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What is a SCOBY?

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Mother, jellyfish, pancake, kombucha culture, pellicle, so on– the many names of the cellulose flapjack that turns tea and sugar into kombucha. But most kombucha freaks, including all of us here at Raw Brewing Co, know it as a S.C.O.B.Y. or (“Symbiotic Culture Of Bacteria and Yeast”). 

And first-time kombucha drinkers might be a little freaked out to meet the Mother– “ew, what is that? Is it okay to drink?” We get it, meeting mothers can be a bit intimidating, but yes it’s okay to drink– and it’s delicious. While the appearance may be a little off-putting (until you get to know her), the SCOBY is a beautiful patty of life forming goodness! Without the mother SCOBY, kombucha would just be some dank old sweet tea.   It’s the magic of the bacteria and yeast symbiotically converting the sugar and tea that brings it to life as the beloved fermented beverage.

How does it work?

At a basic level, kombucha fermentation works like this: yeast eats sugar and turns it into alcohol, then bacteria eat alcohol and turns it into beneficial enzymes, acids, more probiotic bacteria, and all the good stuff in kombucha your body wants. And controlled fermentation processes like kombucha brewing have been practiced by humans for nearly 10,000 years. 

Where does it come from?

It’s believed that fermenting tea with a SCOBY began thousands of years ago in Eastern Europe or Asia, with the first record in 221 BC from Emperor Qin She Huang and his ancient recipe for the “tea of immortality.” But booch has been mentioned in folklore all over the world. In Russia, mythology suggests a mystical monk healed a dying king with tea that forms “a jellyfish” when ready. It’s also said a Tibetan monk found something forming in a forgotten pot of tea, which other monks drank for its health benefits (the tea had transformed into was kombucha).  And what do we think here at RBC? Glad you asked. Raw honey has many of the yeast and bacterial building blocks for a SCOBY. So, it’s our belief kombucha probably started as an accident, independently in many cultures through tea, honey, and citrus (for acidity).  

Properly brewed kombucha will always produce a new SCOBY. The mother SCOBY will “birth” another, which will then continue the chain of reproduction.  And once you begin making kombucha on the regular, you will have an endless supply. You know you’re doing things right if you have a whole SCOBY daycare on your hands. That’s why it’s important to know how to ensure its survival. Think of your SCOBY as your new indoor plant. 

Have the correct storage. This means out of the sun in a jar that won’t inhibit its growth, and you must feed your brew sweet tea.  Keep up with your brew cycles, and be careful to not disturb your SCOBY with too much movement as to not break the growths. (See: SCOBY CARE/HOTEL for long term SCOBY storage and care) When you do need to handle your SCOBY, use a pair of clean metal tongs.  Some people say it’s okay to use your hands, but we suggest against it– no matter how clean you believe your hands to be, freshly washed metal tongs are cleaner. 

Scoby Myths

There are some misconceptions surrounding this pancake of bacteria and yeast. The first myth is this: a SCOBY is NOT a mushroom. Though it may be incorrectly nicknamed “the mushroom,” it does not make Momma a fungus. SCOBY’s are recognized as “zooglea,” which is essentially a living skin that is a gelatinous concentration of bacteria and yeast. Unlike most fermentation processes, SCOBY’s can ferment both anaerobically (without oxygen) and aerobically (with oxygen).  However, a kombucha SCOBY prefers a steady supply of fresh oxygen so it can produce fermentation quicker. As far as we’re concerned, oxygen is necessary. When your booch is fermenting, cover it with coffee filters or another breathable fabric with small enough pores to keep out dust and fruit flies.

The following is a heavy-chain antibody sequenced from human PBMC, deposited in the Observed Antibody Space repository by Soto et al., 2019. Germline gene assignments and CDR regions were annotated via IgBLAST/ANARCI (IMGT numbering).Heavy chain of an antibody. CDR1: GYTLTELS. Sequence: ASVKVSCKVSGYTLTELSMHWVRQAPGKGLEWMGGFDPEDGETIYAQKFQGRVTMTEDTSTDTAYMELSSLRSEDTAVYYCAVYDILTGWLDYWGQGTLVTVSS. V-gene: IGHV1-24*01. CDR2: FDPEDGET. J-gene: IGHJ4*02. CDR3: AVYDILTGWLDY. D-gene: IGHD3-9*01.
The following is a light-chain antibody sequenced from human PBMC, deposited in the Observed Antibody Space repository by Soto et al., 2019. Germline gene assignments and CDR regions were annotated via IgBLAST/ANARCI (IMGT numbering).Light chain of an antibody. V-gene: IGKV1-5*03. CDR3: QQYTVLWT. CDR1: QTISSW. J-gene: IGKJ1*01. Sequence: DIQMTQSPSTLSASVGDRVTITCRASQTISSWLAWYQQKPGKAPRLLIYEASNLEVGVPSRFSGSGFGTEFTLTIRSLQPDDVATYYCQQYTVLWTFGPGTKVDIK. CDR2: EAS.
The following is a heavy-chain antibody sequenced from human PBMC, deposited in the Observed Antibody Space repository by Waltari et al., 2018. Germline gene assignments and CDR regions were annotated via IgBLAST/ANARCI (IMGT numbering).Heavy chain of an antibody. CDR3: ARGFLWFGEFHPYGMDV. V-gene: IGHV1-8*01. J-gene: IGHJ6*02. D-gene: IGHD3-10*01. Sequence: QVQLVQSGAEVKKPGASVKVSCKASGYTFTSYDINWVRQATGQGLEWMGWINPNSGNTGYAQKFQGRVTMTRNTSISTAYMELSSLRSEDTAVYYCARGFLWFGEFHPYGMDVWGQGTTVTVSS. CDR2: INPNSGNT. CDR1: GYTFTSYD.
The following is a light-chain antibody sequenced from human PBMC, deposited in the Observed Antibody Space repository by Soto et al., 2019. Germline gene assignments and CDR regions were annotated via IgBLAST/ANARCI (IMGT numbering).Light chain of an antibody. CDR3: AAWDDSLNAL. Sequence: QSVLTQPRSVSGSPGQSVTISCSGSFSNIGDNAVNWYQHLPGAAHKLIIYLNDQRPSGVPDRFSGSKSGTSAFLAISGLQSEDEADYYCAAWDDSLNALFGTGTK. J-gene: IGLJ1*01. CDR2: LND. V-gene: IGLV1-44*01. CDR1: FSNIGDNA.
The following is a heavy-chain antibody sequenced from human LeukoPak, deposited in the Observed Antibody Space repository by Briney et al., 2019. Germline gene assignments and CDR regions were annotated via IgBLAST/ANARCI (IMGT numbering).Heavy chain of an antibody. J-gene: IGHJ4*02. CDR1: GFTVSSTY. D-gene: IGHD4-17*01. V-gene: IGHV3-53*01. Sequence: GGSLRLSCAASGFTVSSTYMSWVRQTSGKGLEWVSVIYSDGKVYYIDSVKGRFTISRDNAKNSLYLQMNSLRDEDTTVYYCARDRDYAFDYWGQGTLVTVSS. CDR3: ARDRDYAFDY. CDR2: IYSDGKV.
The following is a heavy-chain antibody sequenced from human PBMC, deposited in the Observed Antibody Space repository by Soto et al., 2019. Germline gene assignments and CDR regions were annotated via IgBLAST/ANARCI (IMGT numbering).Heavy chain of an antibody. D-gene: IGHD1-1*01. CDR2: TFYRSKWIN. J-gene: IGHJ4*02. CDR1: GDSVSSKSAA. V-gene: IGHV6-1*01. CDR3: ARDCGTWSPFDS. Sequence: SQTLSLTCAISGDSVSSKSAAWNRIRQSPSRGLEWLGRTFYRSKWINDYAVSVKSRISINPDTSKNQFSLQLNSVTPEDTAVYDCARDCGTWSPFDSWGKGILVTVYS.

The second myth is that working with a SCOBY to make Kombucha is not safe to do at home.  That’s just crazy talk.  Making kombucha at home ridiculously easy with the RBC system– and extremely safe.  The correct pH for your kombucha is an acidity level that most bad bacterias can’t form in. Mold can happen (see this article for how and why mold can happen) and if that does then it’s time to start fresh. Do not use a moldy SCOBY or drink the kombucha it produced. Spotting mold on a SCOBY is pretty easy, but when you are first starting you might not know what’s good and bad. View our article on how to identify mold on a SCOBY (internal link). If you aren’t sure, you can always post a photo in the forum (link). 

Great kombucha comes from knowing your brew, loving your brew, and taking care of your SCOBY. So, if you want to give your SCOBY and your booch game the kind of lovin’ it needs, consider exploring our other Raw University articles here. #welikeitraw #rbc #kombucha #scoby


“Fermentation.” Encyclopædia Britannica. Encyclopædia Britannica, inc. Accessed October 15, 2020. https://www.britannica.com/science/fermentation.

Jayabalan, Rasu, Radomir V. Malbaša, Eva S. Lončar, Jasmina S. Vitas, and Muthuswamy Sathishkumar. “A Review on Kombucha Tea-Microbiology, Composition, Fermentation, Beneficial Effects, Toxicity, and Tea Fungus.” Wiley Online Library. John Wiley & Sons, Ltd, June 21, 2014. https://onlinelibrary.wiley.com/doi/full/10.1111/1541-4337.12073.

Troitino, Christina. “Kombucha 101: Demystifying The Past, Present And Future Of The Fermented Tea Drink.” Forbes. Forbes Magazine, February 17, 2017. https://www.forbes.com/sites/christinatroitino/2017/02/01/kombucha-101-demystifying-the-past-present-and-future-of-the-fermented-tea-drink/

Wolfe, Benjamin. “Microbial Diversity of Kombucha.” MicrobialFoods.org, September 27, 2015. http://microbialfoods.org/science-digested-microbial-diversity-kombucha/.

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